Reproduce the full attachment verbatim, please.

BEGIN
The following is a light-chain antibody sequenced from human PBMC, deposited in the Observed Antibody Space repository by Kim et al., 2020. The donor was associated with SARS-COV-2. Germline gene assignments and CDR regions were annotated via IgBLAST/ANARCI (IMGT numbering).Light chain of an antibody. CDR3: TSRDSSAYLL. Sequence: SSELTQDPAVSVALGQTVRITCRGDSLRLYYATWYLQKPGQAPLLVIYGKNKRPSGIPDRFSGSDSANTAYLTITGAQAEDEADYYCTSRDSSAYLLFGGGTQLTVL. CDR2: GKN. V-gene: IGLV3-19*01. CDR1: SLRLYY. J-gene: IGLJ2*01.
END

The following is a light-chain antibody sequenced from human PBMC, deposited in the Observed Antibody Space repository by Kim et al., 2020. The donor was associated with SARS-COV-2. Germline gene assignments and CDR regions were annotated via IgBLAST/ANARCI (IMGT numbering).Light chain of an antibody. CDR3: TSRDSSAYLL. Sequence: SSELTQDPAVSVALGQTVRITCRGDSLRLYYATWYLQKPGQAPLLVIYGKNKRPSGIPDRFSGSDSANTAYLTITGAQAEDEADYYCTSRDSSAYLLFGGGTQLTVL. CDR2: GKN. V-gene: IGLV3-19*01. CDR1: SLRLYY. J-gene: IGLJ2*01.